United States District Court, S.D. Mississippi, Southern Division
GREENWICH INSURANCE COMPANY and INDIAN HARBOR INSURANCE COMPANY, Plaintiffs,
CAPSCO INDUSTRIES, INC., et al., Defendants.
ORDER DENYING MOTION TO DISMISS FOR LACK OF JURISDICTION
LOUIS GUIROLA, Jr., Chief District Judge.
BEFORE THE COURT is the Motion to Dismiss for Lack of Jurisdiction and Failure to Join Necessary Party  filed by the defendant, Ground Control, LLC, seeking dismissal pursuant to the ripeness doctrine and for failure to join Christopher Killion as a defendant. The plaintiffs, Greenwich Insurance Company and Indian Harbor Insurance Company (hereafter referred to as "the Insurers"), did not file a response in opposition to the Motion, but they filed an Amended Complaint naming Killion as a defendant. To the extent that Ground Control sought dismissal for failure to join Killion as a defendant, the Motion is moot. The Court further finds that the Motion to Dismiss for Lack of Jurisdiction should be denied, because the Insurers' declaratory judgment action presents an actual case or controversy.
This declaratory judgment action arises out of the Margaritaville Casino construction project. During the project, the defendant, Ground Control, provided "labor and materials for removal or capping of existing structures and piping, installation of storm drainage piping and structures, potable water lines and structures, and sanitary sewer lines and structures." (Def.'s Mot., Ex. 1 at ¶7, ECF No. 46). Ground Control filed a Supplemental Complaint in the Circuit Court of Harrison County, Mississippi, against the project's general contractor, Capsco Industries, Inc., and others seeking payment for services and materials provided for the project. Capsco's insurers, Greenwich and Indian Harbor, are currently defending Capsco and three additional insureds pursuant to a reservation of rights. The Insurers have filed the present declaratory judgment action, seeking a determination that they do not owe a defense or indemnity to Capsco and the additional insureds. Ground Control has filed the present Motion to Dismiss for Lack of Jurisdiction, alleging that the declaratory judgment action was filed prematurely.
"A federal court may not issue a declaratory judgment unless there exists an actual case or controversy." Columbia Cas. Co. v. Ga. & Fla. RailNet, Inc., 542 F.3d 106, 110 (5th Cir. 2008). "As a general rule, an actual controversy exists where a substantial controversy of sufficient immediacy and reality [exists] between parties having adverse legal interests.'" Orix Credit Alliance, Inc. v. Wolfe, 212 F.3d 891, 895 (5th Cir. 2000). The Fifth Circuit has explained:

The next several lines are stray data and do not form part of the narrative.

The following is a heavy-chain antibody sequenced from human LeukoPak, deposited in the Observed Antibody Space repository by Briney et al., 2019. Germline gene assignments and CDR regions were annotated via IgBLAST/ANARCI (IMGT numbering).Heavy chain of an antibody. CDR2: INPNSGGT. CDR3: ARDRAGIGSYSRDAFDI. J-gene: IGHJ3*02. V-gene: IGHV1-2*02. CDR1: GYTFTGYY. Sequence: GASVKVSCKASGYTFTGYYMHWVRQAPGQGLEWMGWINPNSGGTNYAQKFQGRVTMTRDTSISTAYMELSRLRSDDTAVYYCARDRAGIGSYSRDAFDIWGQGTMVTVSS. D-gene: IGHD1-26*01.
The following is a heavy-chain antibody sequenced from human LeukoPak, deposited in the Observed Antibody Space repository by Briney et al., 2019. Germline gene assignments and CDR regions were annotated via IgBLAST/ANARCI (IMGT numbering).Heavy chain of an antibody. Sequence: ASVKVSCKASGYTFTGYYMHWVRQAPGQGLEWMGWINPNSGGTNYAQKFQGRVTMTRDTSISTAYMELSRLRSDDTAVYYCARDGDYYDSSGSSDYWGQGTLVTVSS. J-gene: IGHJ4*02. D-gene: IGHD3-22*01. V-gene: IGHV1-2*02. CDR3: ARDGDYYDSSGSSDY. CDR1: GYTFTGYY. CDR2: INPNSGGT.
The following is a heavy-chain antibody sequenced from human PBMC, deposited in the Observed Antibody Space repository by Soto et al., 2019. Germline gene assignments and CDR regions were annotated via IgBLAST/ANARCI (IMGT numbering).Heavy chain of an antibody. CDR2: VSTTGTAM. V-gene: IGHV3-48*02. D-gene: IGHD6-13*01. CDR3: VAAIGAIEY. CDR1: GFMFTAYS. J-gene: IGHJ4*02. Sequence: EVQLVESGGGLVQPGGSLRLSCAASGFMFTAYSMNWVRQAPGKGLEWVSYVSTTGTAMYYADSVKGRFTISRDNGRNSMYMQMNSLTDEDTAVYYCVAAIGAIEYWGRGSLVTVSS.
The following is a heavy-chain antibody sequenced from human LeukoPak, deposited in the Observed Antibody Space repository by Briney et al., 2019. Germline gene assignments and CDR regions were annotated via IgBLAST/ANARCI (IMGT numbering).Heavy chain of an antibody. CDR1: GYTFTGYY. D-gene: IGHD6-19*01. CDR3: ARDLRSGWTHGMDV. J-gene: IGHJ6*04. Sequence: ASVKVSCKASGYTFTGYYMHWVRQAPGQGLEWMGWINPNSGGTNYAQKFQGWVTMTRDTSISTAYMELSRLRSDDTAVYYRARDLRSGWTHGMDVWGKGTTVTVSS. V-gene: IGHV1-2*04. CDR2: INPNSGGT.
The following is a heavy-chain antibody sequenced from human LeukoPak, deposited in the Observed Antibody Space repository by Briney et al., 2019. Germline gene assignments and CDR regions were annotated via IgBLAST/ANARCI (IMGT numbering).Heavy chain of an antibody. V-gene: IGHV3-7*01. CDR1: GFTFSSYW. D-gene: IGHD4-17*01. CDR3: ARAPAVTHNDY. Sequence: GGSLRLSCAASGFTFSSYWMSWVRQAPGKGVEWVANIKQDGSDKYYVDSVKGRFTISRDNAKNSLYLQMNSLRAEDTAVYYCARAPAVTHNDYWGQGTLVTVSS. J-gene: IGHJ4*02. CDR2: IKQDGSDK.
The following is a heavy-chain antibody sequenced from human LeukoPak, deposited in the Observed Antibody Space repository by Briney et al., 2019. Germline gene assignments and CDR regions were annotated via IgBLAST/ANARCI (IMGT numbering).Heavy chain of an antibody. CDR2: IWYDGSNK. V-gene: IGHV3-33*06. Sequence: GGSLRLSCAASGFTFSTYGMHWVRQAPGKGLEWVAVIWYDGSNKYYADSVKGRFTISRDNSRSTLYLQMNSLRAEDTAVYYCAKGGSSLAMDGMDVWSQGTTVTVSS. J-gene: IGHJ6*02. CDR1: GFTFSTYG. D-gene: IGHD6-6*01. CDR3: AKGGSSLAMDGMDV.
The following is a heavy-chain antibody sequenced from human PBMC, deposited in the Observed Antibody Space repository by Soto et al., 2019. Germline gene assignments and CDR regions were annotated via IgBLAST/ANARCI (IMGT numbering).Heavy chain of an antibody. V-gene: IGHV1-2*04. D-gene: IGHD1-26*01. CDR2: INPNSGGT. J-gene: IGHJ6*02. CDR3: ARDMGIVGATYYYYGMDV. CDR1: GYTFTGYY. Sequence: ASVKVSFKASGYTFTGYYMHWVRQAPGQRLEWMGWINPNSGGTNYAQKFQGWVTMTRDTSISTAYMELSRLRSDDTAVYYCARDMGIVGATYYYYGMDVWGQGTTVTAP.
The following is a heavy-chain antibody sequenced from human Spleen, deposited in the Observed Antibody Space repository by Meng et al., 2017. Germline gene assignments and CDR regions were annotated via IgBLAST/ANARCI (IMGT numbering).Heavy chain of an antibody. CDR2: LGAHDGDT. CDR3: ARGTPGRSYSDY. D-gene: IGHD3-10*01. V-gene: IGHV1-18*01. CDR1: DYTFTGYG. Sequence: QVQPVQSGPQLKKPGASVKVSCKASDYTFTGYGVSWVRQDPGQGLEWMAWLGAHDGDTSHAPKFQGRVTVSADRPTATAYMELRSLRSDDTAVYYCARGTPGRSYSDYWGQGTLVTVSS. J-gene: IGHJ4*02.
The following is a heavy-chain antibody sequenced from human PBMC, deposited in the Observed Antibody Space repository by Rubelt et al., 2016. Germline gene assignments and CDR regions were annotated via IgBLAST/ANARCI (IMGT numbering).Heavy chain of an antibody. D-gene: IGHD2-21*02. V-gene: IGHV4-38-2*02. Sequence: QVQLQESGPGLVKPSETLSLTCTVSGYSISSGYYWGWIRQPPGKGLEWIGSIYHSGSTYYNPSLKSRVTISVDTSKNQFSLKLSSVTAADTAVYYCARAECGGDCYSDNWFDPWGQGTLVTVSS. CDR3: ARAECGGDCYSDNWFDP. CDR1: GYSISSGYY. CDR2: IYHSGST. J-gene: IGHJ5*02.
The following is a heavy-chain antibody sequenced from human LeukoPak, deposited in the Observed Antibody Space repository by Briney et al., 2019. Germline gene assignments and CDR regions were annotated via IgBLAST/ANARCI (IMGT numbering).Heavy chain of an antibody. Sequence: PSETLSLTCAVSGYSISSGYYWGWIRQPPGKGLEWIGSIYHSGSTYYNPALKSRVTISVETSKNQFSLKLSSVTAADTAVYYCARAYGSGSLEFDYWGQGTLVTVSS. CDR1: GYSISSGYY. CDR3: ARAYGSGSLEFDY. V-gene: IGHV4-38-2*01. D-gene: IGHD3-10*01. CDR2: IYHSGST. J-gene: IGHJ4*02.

A court should dismiss a case for lack of "ripeness" when the case is abstract or hypothetical. The key considerations are "the fitness of the issues for judicial decision and the hardship to the parties of withholding court consideration." A case is generally ripe is any remaining questions are purely legal ones; conversely, a case is not ripe if further factual development is required.
Id. at 896.
Generally, a declaratory judgment action concerning the duty to defend constitutes an actual case or controversy prior to the resolution of the underlying lawsuit filed against the insured. Columbia Cas. Co., 542 F.3d at 110. Declaratory judgment actions concerning the duty to indemnify may also be considered prior to resolution of the underlying lawsuit if "the same reasons that would negate the duty to defend likewise negate any possibility the insurer will ever have a duty to indemnify." Id. at 111.
Ground Control argues that this declaratory judgment action is "hypothetical, conjectural, conditional or based upon the possibility of a factual situation that may never develop." (Def.'s Mem. at 8, ECF No. 16). It also argues that "factual determinations" must first be made in its underlying lawsuit against Capsco and the other potential insureds, although it has not specified the nature of these determinations.
In the opinion of the Court an actual case or controversy is presented by the Insurers' declaratory judgment action. The Insurers are currently providing a defense to four potential insureds in the underlying lawsuit. Under Mississippi law, "the insurer has a duty to defend when there is any basis for potential liability under the policy." Titan Indem. Co. v. Pope, 876 So.2d 1096, 1101 (¶14) (Miss. Ct. App. 2004). This determination is made by comparing the allegations made in the complaint filed against the insured with the terms in the policy. Id. at 1100 (¶13). Thus, this Court's finding of whether the Insurers owe a duty to defend will not hinge on any factual determinations made in the underlying lawsuit.
With regard to indemnity, under Mississippi law, the duty to defend is broader than the insurer's duty to indemnify. Therefore, this Court may also be able to make a determination as to the duty to indemnify prior to resolution of the underlying lawsuit, given that the same questions of law pertaining to the duty to defend may also impact the duty to indemnify.
The Insurers' declaratory judgment action is ripe, because it presents an actual case or controversy. As a result, Ground ...